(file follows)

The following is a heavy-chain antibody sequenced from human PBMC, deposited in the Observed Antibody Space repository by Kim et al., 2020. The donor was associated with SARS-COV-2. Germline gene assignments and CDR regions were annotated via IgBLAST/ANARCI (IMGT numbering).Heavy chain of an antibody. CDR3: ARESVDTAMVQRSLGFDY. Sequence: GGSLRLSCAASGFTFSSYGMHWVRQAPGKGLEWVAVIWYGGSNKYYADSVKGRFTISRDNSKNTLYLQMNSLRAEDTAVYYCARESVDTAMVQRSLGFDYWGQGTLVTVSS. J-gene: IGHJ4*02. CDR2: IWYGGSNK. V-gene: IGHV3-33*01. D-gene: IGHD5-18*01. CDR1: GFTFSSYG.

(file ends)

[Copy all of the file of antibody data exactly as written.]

The following is a heavy-chain antibody sequenced from human PBMC, deposited in the Observed Antibody Space repository by Kim et al., 2020. The donor was associated with SARS-COV-2. Germline gene assignments and CDR regions were annotated via IgBLAST/ANARCI (IMGT numbering).Heavy chain of an antibody. CDR3: ARESVDTAMVQRSLGFDY. Sequence: GGSLRLSCAASGFTFSSYGMHWVRQAPGKGLEWVAVIWYGGSNKYYADSVKGRFTISRDNSKNTLYLQMNSLRAEDTAVYYCARESVDTAMVQRSLGFDYWGQGTLVTVSS. J-gene: IGHJ4*02. CDR2: IWYGGSNK. V-gene: IGHV3-33*01. D-gene: IGHD5-18*01. CDR1: GFTFSSYG.